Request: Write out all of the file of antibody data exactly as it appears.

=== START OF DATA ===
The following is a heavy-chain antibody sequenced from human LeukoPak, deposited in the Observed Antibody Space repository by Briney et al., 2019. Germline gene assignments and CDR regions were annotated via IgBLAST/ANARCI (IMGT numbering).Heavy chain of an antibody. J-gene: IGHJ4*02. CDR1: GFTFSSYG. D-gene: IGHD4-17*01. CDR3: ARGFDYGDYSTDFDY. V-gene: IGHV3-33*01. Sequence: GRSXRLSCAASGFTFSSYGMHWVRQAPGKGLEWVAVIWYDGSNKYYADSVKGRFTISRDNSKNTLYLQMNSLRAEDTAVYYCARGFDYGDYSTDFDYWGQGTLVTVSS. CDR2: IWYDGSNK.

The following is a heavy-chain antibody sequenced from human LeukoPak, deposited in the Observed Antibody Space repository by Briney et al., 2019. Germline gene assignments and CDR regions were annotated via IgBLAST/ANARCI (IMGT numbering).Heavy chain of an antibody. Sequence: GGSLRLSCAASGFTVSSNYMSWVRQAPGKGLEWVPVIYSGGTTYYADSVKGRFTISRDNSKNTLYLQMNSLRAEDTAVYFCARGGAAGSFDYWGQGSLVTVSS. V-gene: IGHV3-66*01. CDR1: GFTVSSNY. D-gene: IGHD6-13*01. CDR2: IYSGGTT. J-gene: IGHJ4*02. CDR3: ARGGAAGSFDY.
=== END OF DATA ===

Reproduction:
The following is a heavy-chain antibody sequenced from human LeukoPak, deposited in the Observed Antibody Space repository by Briney et al., 2019. Germline gene assignments and CDR regions were annotated via IgBLAST/ANARCI (IMGT numbering).Heavy chain of an antibody. J-gene: IGHJ4*02. CDR1: GFTFSSYG. D-gene: IGHD4-17*01. CDR3: ARGFDYGDYSTDFDY. V-gene: IGHV3-33*01. Sequence: GRSXRLSCAASGFTFSSYGMHWVRQAPGKGLEWVAVIWYDGSNKYYADSVKGRFTISRDNSKNTLYLQMNSLRAEDTAVYYCARGFDYGDYSTDFDYWGQGTLVTVSS. CDR2: IWYDGSNK.

The following is a heavy-chain antibody sequenced from human LeukoPak, deposited in the Observed Antibody Space repository by Briney et al., 2019. Germline gene assignments and CDR regions were annotated via IgBLAST/ANARCI (IMGT numbering).Heavy chain of an antibody. Sequence: GGSLRLSCAASGFTVSSNYMSWVRQAPGKGLEWVPVIYSGGTTYYADSVKGRFTISRDNSKNTLYLQMNSLRAEDTAVYFCARGGAAGSFDYWGQGSLVTVSS. V-gene: IGHV3-66*01. CDR1: GFTVSSNY. D-gene: IGHD6-13*01. CDR2: IYSGGTT. J-gene: IGHJ4*02. CDR3: ARGGAAGSFDY.